What is business turnover and how do you calculate it?

Flexible monthly business insurance
04 May 2021
3 minute read

Turnover is a key indicator of a business’s performance. Calculating business turnover helps you secure investments (if you’re just starting out), value your company and see how healthy your business is.

Most businesses – large and small – will get asked what their turnover is by several people, from investors to insurers. For instance, if you start building a business insurance quote with Superscript, we’ll ask you what your annual turnover is so we can work out the right level of cover for you.

It’s important to keep an accurate track of your sales so you can easily work out what your turnover is and what your predictions are for the future.

What is turnover?

Turnover is the total amount of money your business receives as a result of the sales from your goods and/or services over a certain period of time. The calculation doesn’t deduct things like VAT or discounts, which is why it’s also referred to as ‘gross revenue’ or ‘income’.

The period of time that it considers could be a quarter year, half-year, end of calendar year or end of financial year.

In a business context, the definition of turnover can also refer to the turnover of staff, which is the number of employees that leave the business, or the turnover of inventory or assets, which means that they are either sold, thrown away or outlive their usable life.

Why is business turnover important?

By analysing turnover for a specific period, you can compare your current turnover to other times in the year or over a number of years. This shows whether your business turnover is growing and if it matches your targets.

When you compare turnover alongside profit, it could also show you if you need to assess areas of the business where you could save money, such as the cost of your goods to sell or the cost of your business operations or expenses.

What’s the difference between turnover and profit?

If turnover is referred to as gross revenue, then profit is referred to as net revenue. This is because your income is all of your sales, but your earnings will have deductions.

These deductions could be a number of things such as sales minus the cost of the goods or services sold (gross profit) or sales minus expenses, such as tax and administration (net profit).

How do you calculate turnover of a company?

Calculating your turnover should be super easy as long as you have kept an accurate record of your sales.

If you sell products, your turnover will be the total number of sales from the products sold.

If you sell services, such as consulting or labour, your turnover will be the total that you have charged for these services.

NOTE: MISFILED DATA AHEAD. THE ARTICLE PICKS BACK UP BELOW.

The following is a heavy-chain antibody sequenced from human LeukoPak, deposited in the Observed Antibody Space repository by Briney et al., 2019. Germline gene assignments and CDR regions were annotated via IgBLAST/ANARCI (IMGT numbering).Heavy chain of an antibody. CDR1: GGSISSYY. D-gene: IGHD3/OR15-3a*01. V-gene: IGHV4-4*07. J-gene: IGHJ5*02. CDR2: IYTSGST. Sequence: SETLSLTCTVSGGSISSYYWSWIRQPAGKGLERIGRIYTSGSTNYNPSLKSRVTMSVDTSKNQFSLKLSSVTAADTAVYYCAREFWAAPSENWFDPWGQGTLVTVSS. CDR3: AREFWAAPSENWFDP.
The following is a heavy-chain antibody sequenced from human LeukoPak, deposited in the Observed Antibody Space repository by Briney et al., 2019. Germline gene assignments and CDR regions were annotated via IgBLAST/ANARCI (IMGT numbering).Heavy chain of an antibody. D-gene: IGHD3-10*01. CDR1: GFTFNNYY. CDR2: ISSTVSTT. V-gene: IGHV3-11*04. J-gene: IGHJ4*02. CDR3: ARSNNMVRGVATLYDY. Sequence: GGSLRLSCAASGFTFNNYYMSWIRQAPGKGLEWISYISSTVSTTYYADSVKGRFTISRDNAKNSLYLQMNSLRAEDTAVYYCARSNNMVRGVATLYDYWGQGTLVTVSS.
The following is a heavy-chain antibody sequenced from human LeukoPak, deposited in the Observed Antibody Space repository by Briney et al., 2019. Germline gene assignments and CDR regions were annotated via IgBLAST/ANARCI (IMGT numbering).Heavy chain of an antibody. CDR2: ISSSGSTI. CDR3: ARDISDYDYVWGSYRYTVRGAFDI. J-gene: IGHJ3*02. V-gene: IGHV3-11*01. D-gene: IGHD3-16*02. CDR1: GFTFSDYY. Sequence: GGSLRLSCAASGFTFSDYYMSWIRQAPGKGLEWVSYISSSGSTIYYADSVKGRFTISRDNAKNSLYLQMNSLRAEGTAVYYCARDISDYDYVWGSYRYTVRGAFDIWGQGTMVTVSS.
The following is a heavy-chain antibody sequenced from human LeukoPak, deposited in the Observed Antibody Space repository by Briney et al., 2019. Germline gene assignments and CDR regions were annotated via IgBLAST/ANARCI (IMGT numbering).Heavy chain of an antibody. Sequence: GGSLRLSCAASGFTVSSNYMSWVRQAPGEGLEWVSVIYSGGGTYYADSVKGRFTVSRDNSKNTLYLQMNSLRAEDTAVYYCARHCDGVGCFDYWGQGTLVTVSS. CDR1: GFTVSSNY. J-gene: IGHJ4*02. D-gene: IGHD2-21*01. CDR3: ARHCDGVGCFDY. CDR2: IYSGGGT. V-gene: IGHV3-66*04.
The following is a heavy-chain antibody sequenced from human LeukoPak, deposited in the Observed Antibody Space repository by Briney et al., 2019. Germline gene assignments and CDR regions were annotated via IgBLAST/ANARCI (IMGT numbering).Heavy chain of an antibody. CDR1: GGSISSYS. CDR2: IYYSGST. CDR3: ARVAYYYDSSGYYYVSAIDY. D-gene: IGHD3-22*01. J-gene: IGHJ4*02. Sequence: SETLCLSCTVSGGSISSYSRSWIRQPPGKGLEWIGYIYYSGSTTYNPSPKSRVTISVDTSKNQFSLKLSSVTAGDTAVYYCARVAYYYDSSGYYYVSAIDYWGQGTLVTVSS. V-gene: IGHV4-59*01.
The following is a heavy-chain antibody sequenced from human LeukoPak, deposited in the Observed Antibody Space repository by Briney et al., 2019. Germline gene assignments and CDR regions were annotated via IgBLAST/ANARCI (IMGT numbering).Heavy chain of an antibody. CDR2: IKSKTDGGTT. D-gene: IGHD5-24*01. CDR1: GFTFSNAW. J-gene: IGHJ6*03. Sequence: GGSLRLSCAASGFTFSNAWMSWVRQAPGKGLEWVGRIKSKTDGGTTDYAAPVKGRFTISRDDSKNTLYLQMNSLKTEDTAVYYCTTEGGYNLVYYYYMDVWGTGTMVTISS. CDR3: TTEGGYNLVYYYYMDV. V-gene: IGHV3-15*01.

Where things get interesting is when you also calculate your gross and net profit.

This is because you can then see if you’re spending too much on your goods to sell or on your operational expenses.

Let’s demonstrate this with an example:

  • Your turnover for this year is £100,000
  • Turnover for last year was £80,000, your gross profit was £70,000 and your net profit was £65,000

Great! Your turnover is higher than last year. But let’s add this year’s profits into the mix…

  • Cost of goods sold (COGS) = £30,000
  • Operating expenses = £15,000

Gross profit = turnover minus cost of goods sold

For the above example, this is: £100,000 - £30,000 = £70,000 is your gross profit

Net profit = gross profit minus expenses

So, this would be: £70,000 - £15,000 = £55,000 is your net profit

In this example, your gross profit is the same as last year, but your net profit is lower. This could be an indication that your operating costs have increased. To reduce them, you could look at doing an audit of your administration costs or check that there are no mistakes on your tax.

If your gross profit was lower, this is an indication that you need to cut down on the costs of goods sold. For this, you could talk to your supplier about a discount, searching for a cheaper product or searching for a cheaper supplier.

If you’re interested in business insurance but you’re not sure where to start, our quote builder can guide you in the direction of appropriate covers, including common covers such as public liability. Simply click ‘Start your quote’ and build your policy from there. If you get stuck, our friendly team are ready to help via web chat, phone or email.

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